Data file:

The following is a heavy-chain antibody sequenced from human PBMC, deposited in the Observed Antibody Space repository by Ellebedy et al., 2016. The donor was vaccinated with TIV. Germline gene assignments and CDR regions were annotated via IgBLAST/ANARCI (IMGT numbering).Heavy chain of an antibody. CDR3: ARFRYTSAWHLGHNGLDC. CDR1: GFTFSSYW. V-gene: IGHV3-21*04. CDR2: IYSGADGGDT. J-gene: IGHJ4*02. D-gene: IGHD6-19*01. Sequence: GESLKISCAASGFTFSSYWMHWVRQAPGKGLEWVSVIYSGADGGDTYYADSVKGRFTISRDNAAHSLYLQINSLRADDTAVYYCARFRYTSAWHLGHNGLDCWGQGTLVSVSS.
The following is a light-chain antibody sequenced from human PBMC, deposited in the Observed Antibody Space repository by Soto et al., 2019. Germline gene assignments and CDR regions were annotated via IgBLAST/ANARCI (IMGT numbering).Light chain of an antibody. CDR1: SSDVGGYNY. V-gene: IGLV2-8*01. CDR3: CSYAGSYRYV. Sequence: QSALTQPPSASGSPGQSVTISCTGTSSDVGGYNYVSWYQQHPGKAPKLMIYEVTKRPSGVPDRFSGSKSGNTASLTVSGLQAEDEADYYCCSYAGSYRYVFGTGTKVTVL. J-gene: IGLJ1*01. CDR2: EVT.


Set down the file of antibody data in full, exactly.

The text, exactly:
The following is a heavy-chain antibody sequenced from human PBMC, deposited in the Observed Antibody Space repository by Ellebedy et al., 2016. The donor was vaccinated with TIV. Germline gene assignments and CDR regions were annotated via IgBLAST/ANARCI (IMGT numbering).Heavy chain of an antibody. CDR3: ARFRYTSAWHLGHNGLDC. CDR1: GFTFSSYW. V-gene: IGHV3-21*04. CDR2: IYSGADGGDT. J-gene: IGHJ4*02. D-gene: IGHD6-19*01. Sequence: GESLKISCAASGFTFSSYWMHWVRQAPGKGLEWVSVIYSGADGGDTYYADSVKGRFTISRDNAAHSLYLQINSLRADDTAVYYCARFRYTSAWHLGHNGLDCWGQGTLVSVSS.
The following is a light-chain antibody sequenced from human PBMC, deposited in the Observed Antibody Space repository by Soto et al., 2019. Germline gene assignments and CDR regions were annotated via IgBLAST/ANARCI (IMGT numbering).Light chain of an antibody. CDR1: SSDVGGYNY. V-gene: IGLV2-8*01. CDR3: CSYAGSYRYV. Sequence: QSALTQPPSASGSPGQSVTISCTGTSSDVGGYNYVSWYQQHPGKAPKLMIYEVTKRPSGVPDRFSGSKSGNTASLTVSGLQAEDEADYYCCSYAGSYRYVFGTGTKVTVL. J-gene: IGLJ1*01. CDR2: EVT.